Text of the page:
Rough consensus has been defined in many ways; a simple version is that it means that strongly held objections must be debated until most people are satisfied that these objections are wrong.

Giving the community the ability to propose ideas, peer-review ideas, and achieve consensus around them is critical in the development of a decentralized protocol like Bitcoin — one that doesn’t have leaders. Since the BIP process was established, there have been 191 contributors to the BIP Github repository.

There are three different types of BIPs:

  • Standards Track BIPs propose a change to the Bitcoin, including changes to the network protocol, block or transaction validity rules, or any changes that impact the interoperability of applications that use Bitcoin.
  • Informational BIPs describe design issues in the protocol or provide information to the community. They do not propose implementing a new feature to the protocol.
  • Process BIPs: propose a process around developing Bitcoin, or propose changes to a process. They don’t directly impact Bitcoin’s codebase, but they may include new procedures, changes to decision-making in development, or changes to tools used in developing Bitcoin.

Each BIP must move through several different stages before it can be implemented. Here’s an image from BIP 001 that describes this workflow:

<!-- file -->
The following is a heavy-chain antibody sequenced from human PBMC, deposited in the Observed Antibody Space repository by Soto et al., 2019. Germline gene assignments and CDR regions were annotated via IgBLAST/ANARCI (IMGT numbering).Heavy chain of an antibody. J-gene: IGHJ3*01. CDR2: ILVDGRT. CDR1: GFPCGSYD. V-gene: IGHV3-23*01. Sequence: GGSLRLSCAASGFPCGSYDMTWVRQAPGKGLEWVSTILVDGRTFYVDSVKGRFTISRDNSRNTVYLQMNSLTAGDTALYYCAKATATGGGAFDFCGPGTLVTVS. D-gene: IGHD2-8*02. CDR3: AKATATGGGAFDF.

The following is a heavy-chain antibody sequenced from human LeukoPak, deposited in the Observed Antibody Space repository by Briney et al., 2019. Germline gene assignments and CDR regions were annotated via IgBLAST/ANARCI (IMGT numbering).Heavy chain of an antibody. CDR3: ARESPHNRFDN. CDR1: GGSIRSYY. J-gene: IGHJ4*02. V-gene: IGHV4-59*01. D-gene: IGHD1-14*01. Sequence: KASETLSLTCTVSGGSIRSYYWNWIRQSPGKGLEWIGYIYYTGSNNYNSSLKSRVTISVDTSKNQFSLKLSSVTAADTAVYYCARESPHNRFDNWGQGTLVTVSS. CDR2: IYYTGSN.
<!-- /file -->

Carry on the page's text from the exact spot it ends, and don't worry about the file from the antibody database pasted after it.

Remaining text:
To be implemented, a BIP must move from the draft stage, to proposed, to final.

  • Draft: the BIP is submitted as a draft to the Bitcoin dev mailing list and the BIP Github repository.
  • Proposed: the BIP includes a working implementation with a plan for deploying the BIP.
  • Final: the BIP has met criteria for adoption in the real world. This must be objectively verified.

Along the way, a BIP can be rejected by the community, withdrawn, or replaced:

  • Deferred: The author of the BIP can change its status to deferred when no progress has been made on it.
  • Withdrawn: The author of the BIP may also choose to withdraw the BIP from consideration altogether.
  • Rejected: Anyone is allowed to request a BIP be moved to Rejected if no progress has been made in three years.
  • Replaced: If a previously Final BIP becomes irrelevant, it is marked as Replaced. This could happen if, for example, a BIP implemented in a soft fork is overturned by a hard fork three months later.

Below, we’ll walk through how the two major phases of this process work in more detail.


The goal of the draft stage is to format new ideas for Bitcoin into a standardized BIP, and start soliciting feedback from the community as quickly as possible.

  1. The author of a BIP is responsible for vetting the idea with the community to assess the feasibility of the idea and build community consensus around it. They should share ideas to the Bitcoin developer mailing list as well as technical forums on Bitcoin Talk. This helps establish whether the idea is original, feasible, and warrants an independent BIP.
  2. The author creates a draft BIP and presents it to the Bitcoin dev mailing list for discussion. This allows the author to present the idea in the standard format of a BIP and address any additional concerns from the community.
  3. Following discussion, the author submits the proposal to the BIP git repository as a pull request. The editor of the BIP repository assigns the proposal a number, labels it according to type, and adds it to the repo. BIP editors can only reject a BIP if it fails to meet specific criteria — for example, if the proposed update is unclear, or if it is technically unsound.